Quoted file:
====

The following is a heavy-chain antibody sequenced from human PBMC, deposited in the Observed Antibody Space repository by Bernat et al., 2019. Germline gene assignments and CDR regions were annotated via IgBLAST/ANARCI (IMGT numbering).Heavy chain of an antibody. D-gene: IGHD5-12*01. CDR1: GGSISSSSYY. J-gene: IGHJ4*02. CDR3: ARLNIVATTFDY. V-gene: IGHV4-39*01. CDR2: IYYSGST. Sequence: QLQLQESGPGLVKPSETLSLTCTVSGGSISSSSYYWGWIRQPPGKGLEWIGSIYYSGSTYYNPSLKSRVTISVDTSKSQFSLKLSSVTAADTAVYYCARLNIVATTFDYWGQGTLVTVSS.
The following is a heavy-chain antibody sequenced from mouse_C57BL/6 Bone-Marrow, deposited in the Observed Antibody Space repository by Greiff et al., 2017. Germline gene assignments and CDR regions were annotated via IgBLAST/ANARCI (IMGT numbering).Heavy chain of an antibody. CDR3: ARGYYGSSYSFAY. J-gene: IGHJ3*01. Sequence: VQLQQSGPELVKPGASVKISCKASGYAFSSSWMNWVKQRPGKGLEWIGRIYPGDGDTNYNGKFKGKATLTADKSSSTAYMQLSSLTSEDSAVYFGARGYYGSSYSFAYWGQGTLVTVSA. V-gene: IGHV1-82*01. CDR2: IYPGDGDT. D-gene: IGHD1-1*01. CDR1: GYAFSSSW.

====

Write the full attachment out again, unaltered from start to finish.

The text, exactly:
The following is a heavy-chain antibody sequenced from human PBMC, deposited in the Observed Antibody Space repository by Bernat et al., 2019. Germline gene assignments and CDR regions were annotated via IgBLAST/ANARCI (IMGT numbering).Heavy chain of an antibody. D-gene: IGHD5-12*01. CDR1: GGSISSSSYY. J-gene: IGHJ4*02. CDR3: ARLNIVATTFDY. V-gene: IGHV4-39*01. CDR2: IYYSGST. Sequence: QLQLQESGPGLVKPSETLSLTCTVSGGSISSSSYYWGWIRQPPGKGLEWIGSIYYSGSTYYNPSLKSRVTISVDTSKSQFSLKLSSVTAADTAVYYCARLNIVATTFDYWGQGTLVTVSS.
The following is a heavy-chain antibody sequenced from mouse_C57BL/6 Bone-Marrow, deposited in the Observed Antibody Space repository by Greiff et al., 2017. Germline gene assignments and CDR regions were annotated via IgBLAST/ANARCI (IMGT numbering).Heavy chain of an antibody. CDR3: ARGYYGSSYSFAY. J-gene: IGHJ3*01. Sequence: VQLQQSGPELVKPGASVKISCKASGYAFSSSWMNWVKQRPGKGLEWIGRIYPGDGDTNYNGKFKGKATLTADKSSSTAYMQLSSLTSEDSAVYFGARGYYGSSYSFAYWGQGTLVTVSA. V-gene: IGHV1-82*01. CDR2: IYPGDGDT. D-gene: IGHD1-1*01. CDR1: GYAFSSSW.